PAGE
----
Why Your Digestive Concerns May Actually Be Due to SIBO

This article was written by Dr. Courtney Ranieri, a Naturopathic Doctor who practices in the Toronto area who recently joined the HEAL team to host lunch & learns in the Greater Toronto Area. She is a graduate of the University of Western Ontario and obtained her Doctor of Naturopathic Medicine from Canadian College of Naturopathic Medicine in Toronto. Being highly experienced in helping clients get to the root cause of their digestive health conditions, we invited her to write about a topic we've been getting questions about recently: SIBO, or small intestinal bacterial overgrowth. We are so excited to have someone as passionate as her on our team. We hope you enjoy!

Have you been diagnosed with IBS or have gone through ultrasounds, testing or treatment and are still abdominal bloating or discomfort regularly? It may be time to consider SIBO.  

The saying 'too much of a good thing can be a bad thing' is especially true when it comes to bacteria in the digestive tract.

It's believed that each person has around 4-7 pounds of micro-organisms in and on their body! Humans have a symbiotic relationship with this bacteria. Gut bacteria protects us from pathogens, helps us digest food, metabolize hormones, synthesize nutrients like biotin (for healthy skin, hair and nails), and absorb minerals like iron. That's why probiotics can be great to establish a healthy microbiome. However, when the bacteria normally found in the colon starts to colonize the small intestine, it can quickly turn into SIBO.    

What is SIBO?

Small Intestinal Bacteria Overgrowth (SIBO) is exactly what it sounds like: an overgrowth of bacteria in the small intestine. Only 1-6% of all the bacteria in the digestive tract should be found in the small intestine, the rest is found in the large intestine. Digestive problems can occur when higher amounts of bacteria are found in the small intestine.

Symptoms of SIBO

SIBO symptoms look a lot like IBS symptoms, which is why it can difficult to diagnose. Many symptoms of SIBO arise due to the impaired digestion of food and absorption of nutrients.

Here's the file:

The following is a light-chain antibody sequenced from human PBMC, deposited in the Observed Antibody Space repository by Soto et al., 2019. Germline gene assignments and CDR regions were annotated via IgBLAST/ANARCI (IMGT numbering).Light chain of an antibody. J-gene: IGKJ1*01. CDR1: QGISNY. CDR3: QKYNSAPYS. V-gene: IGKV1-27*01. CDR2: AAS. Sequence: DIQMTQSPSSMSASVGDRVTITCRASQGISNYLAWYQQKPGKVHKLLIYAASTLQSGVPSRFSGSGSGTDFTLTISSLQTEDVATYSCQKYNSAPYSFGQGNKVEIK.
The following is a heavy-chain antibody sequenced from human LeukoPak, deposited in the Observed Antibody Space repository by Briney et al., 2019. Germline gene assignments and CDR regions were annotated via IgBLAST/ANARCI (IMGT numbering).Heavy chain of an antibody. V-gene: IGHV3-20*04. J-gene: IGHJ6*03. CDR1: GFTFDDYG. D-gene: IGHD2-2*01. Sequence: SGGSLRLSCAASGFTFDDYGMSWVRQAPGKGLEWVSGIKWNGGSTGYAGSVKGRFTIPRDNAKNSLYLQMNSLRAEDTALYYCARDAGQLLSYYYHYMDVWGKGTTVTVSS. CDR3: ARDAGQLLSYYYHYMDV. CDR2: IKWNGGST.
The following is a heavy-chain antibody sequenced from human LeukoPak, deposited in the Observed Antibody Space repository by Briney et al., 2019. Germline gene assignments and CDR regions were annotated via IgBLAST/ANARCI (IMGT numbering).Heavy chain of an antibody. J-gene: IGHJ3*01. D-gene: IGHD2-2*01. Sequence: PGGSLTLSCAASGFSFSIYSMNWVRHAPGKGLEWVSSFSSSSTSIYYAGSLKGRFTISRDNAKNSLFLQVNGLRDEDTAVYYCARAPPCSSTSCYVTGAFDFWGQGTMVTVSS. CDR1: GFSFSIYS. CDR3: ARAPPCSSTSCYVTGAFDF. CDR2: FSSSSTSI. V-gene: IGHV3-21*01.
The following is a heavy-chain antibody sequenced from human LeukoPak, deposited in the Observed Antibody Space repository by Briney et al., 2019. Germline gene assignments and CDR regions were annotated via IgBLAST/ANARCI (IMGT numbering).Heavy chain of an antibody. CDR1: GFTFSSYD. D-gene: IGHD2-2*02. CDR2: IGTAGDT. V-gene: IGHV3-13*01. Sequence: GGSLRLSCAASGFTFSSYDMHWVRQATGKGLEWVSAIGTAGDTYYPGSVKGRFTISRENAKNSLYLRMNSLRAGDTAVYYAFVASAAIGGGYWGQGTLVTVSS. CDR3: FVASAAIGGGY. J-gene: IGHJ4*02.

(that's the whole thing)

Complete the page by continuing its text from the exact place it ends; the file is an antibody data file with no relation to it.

Common SIBO symptoms are:    

  • bloating
  • gas/burping/flatulence
  • heartburn
  • sensation of fullness in the abdomen
  • constipation and/or diarrhea
  • abdominal pain or cramping
  • food intolerances
  • low vitamin B12 or iron levels
  • loose or floating stools
  • abdominal discomfort

What Causes SIBO?

Our bodies have mechanisms in place to prevent this bacterial overgrowth. SIBO is believed to arise when there's an issue with one (or a few) of these protective mechanisms. The major ones are:

  1. Low Stomach Acid - Although a lot of people associate heartburn with stomach acid, low stomach acid might actually be to blame. We need optimal amounts of stomach acid (hydrochloric acid) to kill off bad bacteria, break down food and activate enzymes. When there isn't enough acidity, food isn't broken down fully. Bacteria feed on this undigested food and it can cause symptoms like bloating, gas, indigestion and abdominal discomfort. This can lead to the overgrowth of bacteria. Low stomach acid is very common and can be caused by stress, poor diet, aging, infections or medications (like PPI's and other heartburn medications).    
  2. Slow or Sluggish Bowels - Our intestines are muscles that contract to push the contents along. When they're not contracting optimally, food and bacteria stay stagnant and bacteria can proliferate. Sluggish bowels may be caused by stress, thyroid disorders, medications (like PPI's, birth control and NSAIDS), and conditions like diabetes or neurological disorders.    
  3. Medical History - Antibiotic use, food poisoning, bacterial infections, poor eating habits, low pancreatic output, and conditions that effect motility like diabetes, scleroderma, intestinal obstruction and heavy alcohol use may also contribute to the development of SIBO.    

How Do You Test for SIBO?

SIBO is under-diagnosed and often misdiagnosed.

The gold-standard for SIBO testing is a simple and non-invasive breath test. Patients are given doses of a lactulose drink over the course of 2-3 hours. Our bodies don’t normally absorb lactulose, therefore it should pass through the digestive tract untouched. However, when there is an overgrowth of bacteria, the bacteria eats the lactulose and produces hydrogen and methane gases. Testing the specific levels of these gases helps us determine if there is an overgrowth of bacteria in the small intestine.

Testing for SIBO is especially important if you experience IBS symptoms and treatments haven't provided relief.

How Do You Treat SIBO?

The first key to treating SIBO is to correctly diagnose SIBO and address the root cause. Treatment focuses around bringing bacteria levels down to normal, preventing them from proliferating and optimizing a healthy microbiome and gut. I focus my treatment on:

  1. Optimizing nutrition to restore gut health
  2. Moderating bacteria levels with medications or supplements
  3. Rebuilding the microbiome
  4. Repairing the digestive system
  5. Preventing recurrence

Always check in with your Naturopathic Doctor or other health care provider before starting any treatments or making changes to your healthcare plan

In health,

Dr. Courtney Ranieri, ND

Courtney Ranieri is a Naturopathic Doctor in Toronto, Mississauga, and Vaughan who is passionate about optimizing her patients’ health. She has a clinical focus in hormonal health, digestion, nutrition and fertility. Learn more at: www.drcourtneyranierind.com.










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